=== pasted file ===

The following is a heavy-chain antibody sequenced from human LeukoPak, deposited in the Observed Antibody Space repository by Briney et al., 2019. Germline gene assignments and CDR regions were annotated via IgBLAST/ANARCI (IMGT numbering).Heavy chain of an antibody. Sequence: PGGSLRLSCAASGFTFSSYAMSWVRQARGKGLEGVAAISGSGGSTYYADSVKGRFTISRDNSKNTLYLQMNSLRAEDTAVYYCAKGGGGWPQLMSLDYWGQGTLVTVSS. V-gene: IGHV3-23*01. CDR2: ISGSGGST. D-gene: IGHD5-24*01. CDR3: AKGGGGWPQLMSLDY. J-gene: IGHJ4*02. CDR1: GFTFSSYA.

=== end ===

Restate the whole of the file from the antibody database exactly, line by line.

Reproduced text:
The following is a heavy-chain antibody sequenced from human LeukoPak, deposited in the Observed Antibody Space repository by Briney et al., 2019. Germline gene assignments and CDR regions were annotated via IgBLAST/ANARCI (IMGT numbering).Heavy chain of an antibody. Sequence: PGGSLRLSCAASGFTFSSYAMSWVRQARGKGLEGVAAISGSGGSTYYADSVKGRFTISRDNSKNTLYLQMNSLRAEDTAVYYCAKGGGGWPQLMSLDYWGQGTLVTVSS. V-gene: IGHV3-23*01. CDR2: ISGSGGST. D-gene: IGHD5-24*01. CDR3: AKGGGGWPQLMSLDY. J-gene: IGHJ4*02. CDR1: GFTFSSYA.